Credit: Courtesy of the artist and The Commercial, Sydney/Rafaela Pandolfini
Even if you do not know Agatha Goethe-Snape by name, you will almost certainly by now have seen her face.
Or, at the very least, the likeness of it that comprised a great deal of the winning portrait of this year’s Archibald Prize. In the hands of her partner, the painter Mitch Cairns, Gothe-Snape – who is pictured artfully contorted yet graceful in repose, the planes of her face flattened with Matisse-like abstraction – has become a near ubiquitous presence across Sydney, adorning its bus shelters and festooning its lamp posts.
Her latest work, however, reverses that equation, because Here, an Echo, has Sydney all over it.
Here, an Echo was developed at the invitation of the 20th Biennale of Sydney and City of Sydney, who last year awarded the Sydney-born and raised Gothe-Snape with the second Biennale Legacy Artwork Project. Beginning in 2014, the City of Sydney has committed to commissioning a major work of public art from each of the three successive Biennale exhibitions. The Canadian artists Janet Cardiff and George Bures Miller’s work City of Forking Paths, an app-assisted interactive augmented reality walk around The Rocks precinct, was the inaugural Legacy Artwork Project; Gothe-Snape’s Here, an Echo is the second of three commissions. As the first stage in the development of the work, an extended period of research which included performances, walks and conversations staged dozens on dozens of times throughout the duration of Biennale, resulted in the development of 14 singular phrases that from today now appear in perpetuity, writ large across the surfaces of an otherwise nondescript Surry Hills thoroughfare, Wemyss Lane.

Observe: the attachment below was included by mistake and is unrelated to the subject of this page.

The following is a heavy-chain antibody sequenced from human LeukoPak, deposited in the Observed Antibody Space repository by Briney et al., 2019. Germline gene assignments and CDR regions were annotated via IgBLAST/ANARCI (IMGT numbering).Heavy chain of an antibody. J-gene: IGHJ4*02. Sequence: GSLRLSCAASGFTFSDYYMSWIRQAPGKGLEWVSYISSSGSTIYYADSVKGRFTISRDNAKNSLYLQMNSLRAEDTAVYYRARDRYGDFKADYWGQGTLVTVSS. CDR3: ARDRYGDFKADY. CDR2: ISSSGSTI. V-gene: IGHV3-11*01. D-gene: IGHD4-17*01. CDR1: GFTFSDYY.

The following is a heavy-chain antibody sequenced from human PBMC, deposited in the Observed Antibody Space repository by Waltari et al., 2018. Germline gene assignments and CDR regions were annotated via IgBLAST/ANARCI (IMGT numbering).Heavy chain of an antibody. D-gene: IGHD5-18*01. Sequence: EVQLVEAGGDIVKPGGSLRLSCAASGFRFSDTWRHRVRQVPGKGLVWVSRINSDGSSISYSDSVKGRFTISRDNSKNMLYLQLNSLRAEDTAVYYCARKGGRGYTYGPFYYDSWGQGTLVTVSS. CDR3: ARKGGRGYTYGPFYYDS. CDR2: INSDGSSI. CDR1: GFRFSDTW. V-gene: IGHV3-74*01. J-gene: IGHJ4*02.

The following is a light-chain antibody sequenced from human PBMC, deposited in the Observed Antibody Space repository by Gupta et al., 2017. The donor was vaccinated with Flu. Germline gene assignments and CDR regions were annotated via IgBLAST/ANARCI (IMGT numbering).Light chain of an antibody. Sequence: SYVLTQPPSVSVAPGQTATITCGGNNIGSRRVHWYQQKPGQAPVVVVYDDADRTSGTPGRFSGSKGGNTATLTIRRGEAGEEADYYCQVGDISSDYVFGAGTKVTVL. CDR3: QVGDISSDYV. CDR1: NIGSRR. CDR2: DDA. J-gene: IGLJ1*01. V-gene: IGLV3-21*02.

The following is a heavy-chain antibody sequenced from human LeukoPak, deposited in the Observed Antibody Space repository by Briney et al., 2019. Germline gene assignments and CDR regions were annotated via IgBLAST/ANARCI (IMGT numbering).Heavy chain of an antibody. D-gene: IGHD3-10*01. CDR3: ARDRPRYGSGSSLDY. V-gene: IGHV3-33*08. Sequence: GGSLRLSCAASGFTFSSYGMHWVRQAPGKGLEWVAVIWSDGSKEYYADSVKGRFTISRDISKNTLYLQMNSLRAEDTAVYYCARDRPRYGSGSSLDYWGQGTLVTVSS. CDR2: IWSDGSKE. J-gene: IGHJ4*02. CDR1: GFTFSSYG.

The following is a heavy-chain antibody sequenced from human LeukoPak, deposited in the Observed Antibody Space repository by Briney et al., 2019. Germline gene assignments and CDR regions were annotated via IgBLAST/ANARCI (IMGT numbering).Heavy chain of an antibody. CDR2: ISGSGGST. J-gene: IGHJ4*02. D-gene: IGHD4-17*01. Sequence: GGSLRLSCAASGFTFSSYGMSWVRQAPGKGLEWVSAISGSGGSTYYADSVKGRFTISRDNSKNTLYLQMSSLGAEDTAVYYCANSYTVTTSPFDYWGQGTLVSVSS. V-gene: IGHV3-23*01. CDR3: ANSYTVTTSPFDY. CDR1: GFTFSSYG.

“When invited to make the work, but [wanting] to respond to site, I asked myself the best way to really begin to get a feel for place,” Gothe-Snape tells GRAZIA. “Even though Sydney is where I live and grew up, it has so many stories, hidden histories and layers. We found walking a great way to try and tune into these – not to sound too hippy – but we wanted to use the body, how it moves through space, as a way to research. So walking with Brooke [Stamp, the choreographer], and others, was a really good way to glean a sense of place, and also a great way to meet people and engage with all types of people as audience. The walk became a kind of amorphous sculpture.”
Credit: Courtesy of the artist
Gothe-Snape and Stamp, who in the past have collaborated on a two-channel video installation and dance score, performed the first stage of the procedural project, the walk, over 60 times during the Biennale. The piece began at Speakers’ Corner in the Domain, before moving on toward Saint Mary’s Cathedral, the Moving Walkway beneath it, Cathedral Square and Hyde Park, before culminating at Wemyss Lane. Each iteration of the improvisational performance was invariably different, responding to the emotional, somatic and psychological conditions of its context, as well as those that preceded it. Gothe-Snape has described the work as “choreography for the city’ in the past; that first dance, in the intervening year, has seen the finished work evolve into something more closely resembling “an open ended two-way poem that you can read as you walk, or walk as you read!”